Volume 7 - 2016

Customer Perceived Value for Self-designed Personalised Products Made Using Additive Manufacturing

Syahibudil Ikhwan Abdul Kudus, R. Ian Campbell, Richard Bibb

As end-users become more involved in personalising designs, Additive Manufacturing (AM also known as 3D printing) has become an enabler to deliver this service through the manipulation of three-dimensional designs using easy-to-use design toolkits. Consequently, end-users are able to fabricate their personalised designs through various types of AM systems. This study employs an experimental method to investigate end-users’ reflections on the value of 3D Printed personalised product designs based on Product Value and Experiential Value. The results suggest that end-users gave higher value to all measurements for the 3D printed personalised products. This indicates that 3D printed personalised products have increased perceived value when compared to standard mass-production counterparts.

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Finding Suitable Amount of Variety for Product Platforms

Slavomir Bednar, Vladimir Modrak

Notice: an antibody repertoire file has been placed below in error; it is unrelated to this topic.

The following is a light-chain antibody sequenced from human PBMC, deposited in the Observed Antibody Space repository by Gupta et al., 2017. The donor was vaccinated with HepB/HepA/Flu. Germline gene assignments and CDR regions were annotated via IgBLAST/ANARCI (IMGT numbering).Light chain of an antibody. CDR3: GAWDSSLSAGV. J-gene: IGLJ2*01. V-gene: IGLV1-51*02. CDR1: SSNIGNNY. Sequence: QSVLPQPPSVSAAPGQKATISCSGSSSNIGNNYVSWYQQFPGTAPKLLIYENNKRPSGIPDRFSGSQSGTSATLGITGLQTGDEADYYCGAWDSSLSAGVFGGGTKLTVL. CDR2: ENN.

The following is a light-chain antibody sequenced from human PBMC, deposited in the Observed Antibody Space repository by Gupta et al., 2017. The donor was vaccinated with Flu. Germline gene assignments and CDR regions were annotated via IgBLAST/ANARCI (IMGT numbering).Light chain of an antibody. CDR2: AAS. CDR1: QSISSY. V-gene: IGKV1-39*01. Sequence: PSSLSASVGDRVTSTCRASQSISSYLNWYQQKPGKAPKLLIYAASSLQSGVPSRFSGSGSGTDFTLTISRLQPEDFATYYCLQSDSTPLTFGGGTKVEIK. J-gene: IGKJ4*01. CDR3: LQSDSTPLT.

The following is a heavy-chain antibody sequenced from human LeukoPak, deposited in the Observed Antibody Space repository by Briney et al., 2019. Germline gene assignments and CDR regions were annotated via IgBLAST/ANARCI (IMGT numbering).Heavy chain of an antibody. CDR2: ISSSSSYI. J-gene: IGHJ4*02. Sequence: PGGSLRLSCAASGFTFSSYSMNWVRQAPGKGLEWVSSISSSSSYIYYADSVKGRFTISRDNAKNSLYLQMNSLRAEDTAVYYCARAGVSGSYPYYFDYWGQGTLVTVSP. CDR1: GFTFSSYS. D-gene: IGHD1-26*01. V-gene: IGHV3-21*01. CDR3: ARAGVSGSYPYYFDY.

The development of methods to identify the optimal product variety of a product platform is an important research issue in mass customization. A product platform which includes a wide portfolio of modules or components allows customers to customize their product by expressing a lot of different requirements. However, certain requirements may be constrained each other thus bringing customers to be disappointed by unfeasible product configurations. The present article explores the possibility of using entropy-based measures for quantifying the complexity induced by product variety in the context of constrained product configuration. More specifically, this article proposes a method which uses entropy-based measures to decide the optimal variety for product platforms. This method characterises a given product platform comparing the entropy associated to the feasible product configurations with the entropy associated to the unfeasible product configurations. Computational experiments performed on two case applications show that the proposed method can be effectively used to quantify variety-induced complexity and to assist product managers to choose optimal product variety.

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